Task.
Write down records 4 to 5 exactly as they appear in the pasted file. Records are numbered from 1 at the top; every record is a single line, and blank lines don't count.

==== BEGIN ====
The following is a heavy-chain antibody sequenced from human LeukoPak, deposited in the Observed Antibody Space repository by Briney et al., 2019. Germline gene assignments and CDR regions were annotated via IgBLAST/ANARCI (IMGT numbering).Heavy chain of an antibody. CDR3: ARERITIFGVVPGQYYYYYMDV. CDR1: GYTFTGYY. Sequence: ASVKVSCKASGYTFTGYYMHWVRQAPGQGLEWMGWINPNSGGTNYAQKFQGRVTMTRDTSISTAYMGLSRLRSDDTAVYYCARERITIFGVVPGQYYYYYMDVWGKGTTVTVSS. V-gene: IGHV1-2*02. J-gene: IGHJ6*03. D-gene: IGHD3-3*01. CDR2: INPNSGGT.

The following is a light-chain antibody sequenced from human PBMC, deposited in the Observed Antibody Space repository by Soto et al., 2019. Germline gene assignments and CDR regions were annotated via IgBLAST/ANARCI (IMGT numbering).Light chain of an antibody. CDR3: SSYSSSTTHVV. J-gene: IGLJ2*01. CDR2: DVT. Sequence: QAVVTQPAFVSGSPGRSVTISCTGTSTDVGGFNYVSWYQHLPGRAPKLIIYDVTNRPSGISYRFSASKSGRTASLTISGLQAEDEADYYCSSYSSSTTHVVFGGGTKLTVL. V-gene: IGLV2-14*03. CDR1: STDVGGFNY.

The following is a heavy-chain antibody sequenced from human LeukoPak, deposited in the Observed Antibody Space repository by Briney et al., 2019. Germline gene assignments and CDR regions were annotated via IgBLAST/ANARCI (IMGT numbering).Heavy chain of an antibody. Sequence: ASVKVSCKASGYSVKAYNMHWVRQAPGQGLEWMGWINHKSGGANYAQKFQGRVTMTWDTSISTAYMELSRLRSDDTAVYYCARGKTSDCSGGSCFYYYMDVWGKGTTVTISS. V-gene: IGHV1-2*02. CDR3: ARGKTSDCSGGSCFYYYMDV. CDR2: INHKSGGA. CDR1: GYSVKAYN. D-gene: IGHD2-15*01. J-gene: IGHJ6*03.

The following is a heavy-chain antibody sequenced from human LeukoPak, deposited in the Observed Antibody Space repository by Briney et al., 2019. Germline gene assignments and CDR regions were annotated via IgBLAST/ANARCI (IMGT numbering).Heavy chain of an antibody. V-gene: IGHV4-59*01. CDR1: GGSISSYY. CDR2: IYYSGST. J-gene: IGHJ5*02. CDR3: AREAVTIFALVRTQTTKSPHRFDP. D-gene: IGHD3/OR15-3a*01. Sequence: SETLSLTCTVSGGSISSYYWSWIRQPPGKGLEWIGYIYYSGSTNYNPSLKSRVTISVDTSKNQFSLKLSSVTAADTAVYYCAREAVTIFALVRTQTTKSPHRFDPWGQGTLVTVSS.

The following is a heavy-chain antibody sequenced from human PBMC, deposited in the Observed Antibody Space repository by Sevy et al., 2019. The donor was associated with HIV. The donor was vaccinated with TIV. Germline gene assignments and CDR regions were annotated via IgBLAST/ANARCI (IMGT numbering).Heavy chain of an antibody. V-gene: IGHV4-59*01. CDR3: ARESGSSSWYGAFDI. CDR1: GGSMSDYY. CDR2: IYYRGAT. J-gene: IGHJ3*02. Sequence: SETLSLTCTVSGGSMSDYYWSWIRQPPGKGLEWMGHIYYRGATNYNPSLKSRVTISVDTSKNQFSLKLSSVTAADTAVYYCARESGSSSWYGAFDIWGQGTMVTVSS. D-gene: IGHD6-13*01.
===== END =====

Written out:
The following is a heavy-chain antibody sequenced from human LeukoPak, deposited in the Observed Antibody Space repository by Briney et al., 2019. Germline gene assignments and CDR regions were annotated via IgBLAST/ANARCI (IMGT numbering).Heavy chain of an antibody. V-gene: IGHV4-59*01. CDR1: GGSISSYY. CDR2: IYYSGST. J-gene: IGHJ5*02. CDR3: AREAVTIFALVRTQTTKSPHRFDP. D-gene: IGHD3/OR15-3a*01. Sequence: SETLSLTCTVSGGSISSYYWSWIRQPPGKGLEWIGYIYYSGSTNYNPSLKSRVTISVDTSKNQFSLKLSSVTAADTAVYYCAREAVTIFALVRTQTTKSPHRFDPWGQGTLVTVSS.

The following is a heavy-chain antibody sequenced from human PBMC, deposited in the Observed Antibody Space repository by Sevy et al., 2019. The donor was associated with HIV. The donor was vaccinated with TIV. Germline gene assignments and CDR regions were annotated via IgBLAST/ANARCI (IMGT numbering).Heavy chain of an antibody. V-gene: IGHV4-59*01. CDR3: ARESGSSSWYGAFDI. CDR1: GGSMSDYY. CDR2: IYYRGAT. J-gene: IGHJ3*02. Sequence: SETLSLTCTVSGGSMSDYYWSWIRQPPGKGLEWMGHIYYRGATNYNPSLKSRVTISVDTSKNQFSLKLSSVTAADTAVYYCARESGSSSWYGAFDIWGQGTMVTVSS. D-gene: IGHD6-13*01.